• Formulate hypotheses. The first step is to state the null hypothesis and an alternative hypothesis.

    Null hypothesis: P > 0.80
    Alternative hypothesis: P < 0.80

    Note that these hypotheses constitute a one-tailed test. The null hypothesis will be rejected if the sample proportion is too small.

  • Identify the test statistic. In this example, the test statistic is the proportion of sampled customers who say they are very satisfied; i.e., 0.73.

  • Define the region of acceptance. To define the region of acceptance, we need to understand the sampling distribution of the test statistic. And we need to derive some probabilities. Those points are covered below.

    • Specify the sampling distribution. Since the sample size is large (greater than or equal to 40), we assume that the sampling distribution of the proportion is normal, based on the central limit theorem.

    • Define the mean of the sampling distribution. We assume that the mean of the sampling distribution is equal to the hypothesized population proportion, which appears in the null hypothesis - 0.80.

    • Compute the standard deviation of the sampling distribution . Here the standard deviation of the sampling distribution sp   is:
      sp = sqrt[ P' * ( 1 - P' ) / n ] * ( N - n ) / ( N - 1 ) ]
      sp = sqrt[ 0.8 * 0.2 / 100 ] * ( 999,900) / (999,999 ) ] = sqrt(0.0016) * 0.9999 = 0.04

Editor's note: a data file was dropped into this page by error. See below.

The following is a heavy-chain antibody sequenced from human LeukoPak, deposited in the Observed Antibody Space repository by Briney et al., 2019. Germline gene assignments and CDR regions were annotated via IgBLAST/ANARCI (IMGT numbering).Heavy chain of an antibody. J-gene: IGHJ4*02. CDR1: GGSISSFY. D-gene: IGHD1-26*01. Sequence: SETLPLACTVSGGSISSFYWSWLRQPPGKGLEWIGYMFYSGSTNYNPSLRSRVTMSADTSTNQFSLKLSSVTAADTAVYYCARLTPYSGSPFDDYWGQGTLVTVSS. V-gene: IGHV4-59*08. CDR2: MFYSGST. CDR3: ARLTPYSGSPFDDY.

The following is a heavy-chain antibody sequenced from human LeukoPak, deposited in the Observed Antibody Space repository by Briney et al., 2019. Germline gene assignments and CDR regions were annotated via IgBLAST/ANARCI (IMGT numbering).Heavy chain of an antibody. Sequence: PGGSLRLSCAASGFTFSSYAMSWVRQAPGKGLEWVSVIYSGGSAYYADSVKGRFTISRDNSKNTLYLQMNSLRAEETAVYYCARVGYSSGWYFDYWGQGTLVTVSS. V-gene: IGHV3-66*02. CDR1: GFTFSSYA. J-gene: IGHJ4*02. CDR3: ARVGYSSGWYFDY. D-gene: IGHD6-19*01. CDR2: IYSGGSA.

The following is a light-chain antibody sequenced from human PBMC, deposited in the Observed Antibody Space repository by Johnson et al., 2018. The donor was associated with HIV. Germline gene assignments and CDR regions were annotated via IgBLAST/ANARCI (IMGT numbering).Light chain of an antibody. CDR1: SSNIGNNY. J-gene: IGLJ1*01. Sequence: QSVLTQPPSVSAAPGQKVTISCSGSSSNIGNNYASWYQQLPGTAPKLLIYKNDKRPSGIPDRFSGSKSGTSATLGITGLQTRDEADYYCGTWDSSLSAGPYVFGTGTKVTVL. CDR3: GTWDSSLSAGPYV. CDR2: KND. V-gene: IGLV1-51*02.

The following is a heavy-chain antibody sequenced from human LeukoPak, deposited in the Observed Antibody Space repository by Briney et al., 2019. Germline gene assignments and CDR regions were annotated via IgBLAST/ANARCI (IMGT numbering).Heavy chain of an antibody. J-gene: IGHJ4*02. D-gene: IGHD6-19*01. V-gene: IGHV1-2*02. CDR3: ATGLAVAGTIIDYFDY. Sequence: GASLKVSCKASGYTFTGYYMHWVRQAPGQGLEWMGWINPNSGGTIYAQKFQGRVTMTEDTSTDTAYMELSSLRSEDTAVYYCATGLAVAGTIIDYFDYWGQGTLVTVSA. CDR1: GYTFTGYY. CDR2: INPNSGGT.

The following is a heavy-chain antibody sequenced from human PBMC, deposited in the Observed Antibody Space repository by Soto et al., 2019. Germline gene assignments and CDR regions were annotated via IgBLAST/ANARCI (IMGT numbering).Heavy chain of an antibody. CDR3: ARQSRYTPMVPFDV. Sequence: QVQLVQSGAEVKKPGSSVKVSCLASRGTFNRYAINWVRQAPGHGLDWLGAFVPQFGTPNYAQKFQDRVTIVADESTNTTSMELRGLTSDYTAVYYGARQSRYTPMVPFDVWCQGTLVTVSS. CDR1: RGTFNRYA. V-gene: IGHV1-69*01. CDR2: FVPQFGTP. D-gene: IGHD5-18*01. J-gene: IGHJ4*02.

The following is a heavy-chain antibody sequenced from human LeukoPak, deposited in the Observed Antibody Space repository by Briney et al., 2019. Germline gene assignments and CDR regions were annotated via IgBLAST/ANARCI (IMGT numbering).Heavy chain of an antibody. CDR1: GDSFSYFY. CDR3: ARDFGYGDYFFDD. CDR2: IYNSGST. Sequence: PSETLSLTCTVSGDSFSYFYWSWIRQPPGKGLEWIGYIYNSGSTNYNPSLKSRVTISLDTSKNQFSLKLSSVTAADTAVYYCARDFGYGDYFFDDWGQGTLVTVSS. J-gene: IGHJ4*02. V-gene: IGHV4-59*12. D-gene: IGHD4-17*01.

where P' is the test value specified in the null hypothesis, n is the sample size, and N is the population size.

    • Find the lower limit of the region of acceptance. Given a one-tailed hypothesis, the lower limit (LL) will be equal to the value for which the cumulative probability of the sampling distribution is equal to the significance level. That is, P( x < LL ) = α = 0.05. To find this lower limit, we use the Normal Distribution Calculator. We input the following entries into the calculator: cumulative probability = 0.05, and mean = 0.80. The calculator tells us that the lower limit is 0.734, given those inputs.

    • Find the upper limit of the region of acceptance. Since we have a one-tailed hypothesis in which the null hypothesis states that the satisfaction level is 0.80 or more, any proportion greater than 0.80 is consistent with the null hypothesis. Therefore, the upper limit is 1.0 (since the highest possible proportion is 1.0).

    Thus, we have determined that the region of acceptance is defined by the values between 0.734 and 1.00.

  • Accept or reject the null hypothesis. The sample proportion in this example was a satisfaction level of 0.73. This value falls outside the region of acceptance. Therefore, we reject the null hypothesis that 80 percent of the utility's customers are very satisfied.